- c) Grammarly – It’s the best tool for spotting grammar and syntax mistakes.
- d) Hemingway Editor – it’s an excellent tool for improving readability.
- e) Scrivener – it’s a top tool for book editing.
You can also look at my list of the best tools for online writers and bloggers.
25. Niche down to maximize your earning ability and freedom of time
Most editors who reach a higher income bracket do so because of specialization. Perhaps you’re a master at editing book manuscripts? Or maybe you’re great at getting online content SEO-ready? Whatever it is, keep getting better at it because this will maximize your profit potential. It will also help you attract the right clients because you can show them experience in a particular field. It’s best if you concentrate on what you already know and go deeper into it.
Here are some of the editorial niches you could focus on:
- Web content (here, on-site SEO plays a big role)
- Academic publications
- Government publications
- Medical publications
- Information technology publications
- Cultural publications
- Books (fiction and non-fiction)
- Business and corporate materials
- Poetry, plays, and screenplays
- Technical materials
26. Always respect your clients and other freelancers (respond fast!)
If you behave like a jerk, you won’t get much work in the freelance world. Always be respectful towards others and show your best side in every situation. Just because you have authority (let’s say, over writers), doesn’t mean you should flaunt it at every step. Be friendly, and you’re on your way to long-term success! Another thing that’s crucial in this game is your average response time. So respond to emails fast and do your best to finish editing assignments before the deadline. This will show your commitment to your clients and guarantee more jobs for you. Imagine a scenario: A company has two editors… One is always slightly late and takes over 12 hours to respond. The other one is getting assignments done as soon as they arrive and is always there to help. Which one will get more jobs and opportunities for advancement?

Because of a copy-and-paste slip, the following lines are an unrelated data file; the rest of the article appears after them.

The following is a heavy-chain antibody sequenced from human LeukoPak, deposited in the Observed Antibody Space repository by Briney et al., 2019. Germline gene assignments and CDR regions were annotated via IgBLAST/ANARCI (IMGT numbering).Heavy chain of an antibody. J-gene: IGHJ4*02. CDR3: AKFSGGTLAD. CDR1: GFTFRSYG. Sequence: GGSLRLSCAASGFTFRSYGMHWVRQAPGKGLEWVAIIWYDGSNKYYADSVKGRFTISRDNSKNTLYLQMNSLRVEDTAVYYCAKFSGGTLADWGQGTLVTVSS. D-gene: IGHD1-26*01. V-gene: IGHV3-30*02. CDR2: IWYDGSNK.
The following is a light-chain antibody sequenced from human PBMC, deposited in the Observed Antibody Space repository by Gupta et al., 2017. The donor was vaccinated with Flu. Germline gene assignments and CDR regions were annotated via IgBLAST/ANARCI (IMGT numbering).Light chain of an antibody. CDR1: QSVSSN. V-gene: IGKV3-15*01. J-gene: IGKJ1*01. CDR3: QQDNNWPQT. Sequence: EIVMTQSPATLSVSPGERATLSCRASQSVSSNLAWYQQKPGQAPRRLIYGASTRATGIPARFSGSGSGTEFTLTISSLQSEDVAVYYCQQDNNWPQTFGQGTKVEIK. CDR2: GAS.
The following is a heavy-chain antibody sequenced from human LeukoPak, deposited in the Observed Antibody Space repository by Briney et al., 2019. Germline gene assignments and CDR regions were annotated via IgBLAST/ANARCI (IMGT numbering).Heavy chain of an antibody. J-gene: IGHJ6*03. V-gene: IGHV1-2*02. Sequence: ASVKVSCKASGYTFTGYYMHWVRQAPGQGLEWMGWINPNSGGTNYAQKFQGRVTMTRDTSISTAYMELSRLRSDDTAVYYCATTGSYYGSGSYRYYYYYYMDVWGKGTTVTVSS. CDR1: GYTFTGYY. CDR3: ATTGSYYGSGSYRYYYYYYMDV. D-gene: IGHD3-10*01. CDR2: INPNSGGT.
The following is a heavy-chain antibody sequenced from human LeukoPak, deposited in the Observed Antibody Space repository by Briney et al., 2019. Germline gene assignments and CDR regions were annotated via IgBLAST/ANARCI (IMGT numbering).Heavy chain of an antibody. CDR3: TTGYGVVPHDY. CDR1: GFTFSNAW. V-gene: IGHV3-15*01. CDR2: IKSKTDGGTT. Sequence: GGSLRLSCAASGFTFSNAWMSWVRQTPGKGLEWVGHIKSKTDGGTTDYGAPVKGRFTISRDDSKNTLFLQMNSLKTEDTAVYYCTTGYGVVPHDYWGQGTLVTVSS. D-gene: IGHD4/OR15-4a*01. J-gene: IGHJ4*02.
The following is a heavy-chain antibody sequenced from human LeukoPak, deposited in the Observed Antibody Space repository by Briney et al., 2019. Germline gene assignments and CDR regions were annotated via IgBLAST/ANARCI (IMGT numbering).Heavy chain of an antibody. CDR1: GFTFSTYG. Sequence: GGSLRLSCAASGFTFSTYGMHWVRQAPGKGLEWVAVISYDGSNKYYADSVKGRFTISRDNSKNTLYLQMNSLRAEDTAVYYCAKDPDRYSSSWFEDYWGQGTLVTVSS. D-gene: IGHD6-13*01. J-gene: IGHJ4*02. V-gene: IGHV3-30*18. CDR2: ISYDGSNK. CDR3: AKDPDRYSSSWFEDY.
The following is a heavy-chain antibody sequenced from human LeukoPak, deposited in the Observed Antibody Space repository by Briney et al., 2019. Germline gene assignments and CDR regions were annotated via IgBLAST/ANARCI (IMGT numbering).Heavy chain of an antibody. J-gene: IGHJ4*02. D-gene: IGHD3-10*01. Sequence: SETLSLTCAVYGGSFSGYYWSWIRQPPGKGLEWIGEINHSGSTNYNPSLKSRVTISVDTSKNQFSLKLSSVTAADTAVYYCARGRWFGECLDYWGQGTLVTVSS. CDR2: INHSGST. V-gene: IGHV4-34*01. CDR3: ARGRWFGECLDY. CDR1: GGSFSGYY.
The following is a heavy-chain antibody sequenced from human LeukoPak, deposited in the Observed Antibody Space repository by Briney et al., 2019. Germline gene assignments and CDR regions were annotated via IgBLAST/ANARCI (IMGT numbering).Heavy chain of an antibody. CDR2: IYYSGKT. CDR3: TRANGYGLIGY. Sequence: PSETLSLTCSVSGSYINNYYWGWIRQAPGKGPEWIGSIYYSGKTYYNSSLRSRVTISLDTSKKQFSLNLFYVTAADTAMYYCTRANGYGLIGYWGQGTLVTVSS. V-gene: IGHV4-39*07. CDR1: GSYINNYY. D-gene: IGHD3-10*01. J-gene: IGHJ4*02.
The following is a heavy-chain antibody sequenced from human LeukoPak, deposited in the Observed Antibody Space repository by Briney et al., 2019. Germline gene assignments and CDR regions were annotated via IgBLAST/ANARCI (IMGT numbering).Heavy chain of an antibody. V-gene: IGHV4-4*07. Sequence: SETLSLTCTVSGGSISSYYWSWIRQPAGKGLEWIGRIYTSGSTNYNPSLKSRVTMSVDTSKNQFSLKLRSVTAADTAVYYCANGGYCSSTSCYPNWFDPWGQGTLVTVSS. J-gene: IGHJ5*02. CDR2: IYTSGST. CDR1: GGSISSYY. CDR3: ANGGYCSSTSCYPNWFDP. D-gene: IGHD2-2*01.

27. Implement a simple accounting system for getting paid, invoicing, and keeping records
Keeping tabs on your income is super important. After all, you’re running a freelance business here, so you need to know where every penny goes. Track all the income for taxation purposes. You also have to track your business expenses because these will allow you to lower your actual tax rate. You can create a folder on your desktop and store your invoices and business receipts there. Then, at the beginning of each month, you ship these docs to your CPA (unless you want to do taxes by yourself which I don’t recommend). You should have a spreadsheet where you put all your incomings and outgoings. You can do it with Google Spreadsheets, but as time goes by, invest in simple accounting software like FreshBooks, which starts at $15 a month.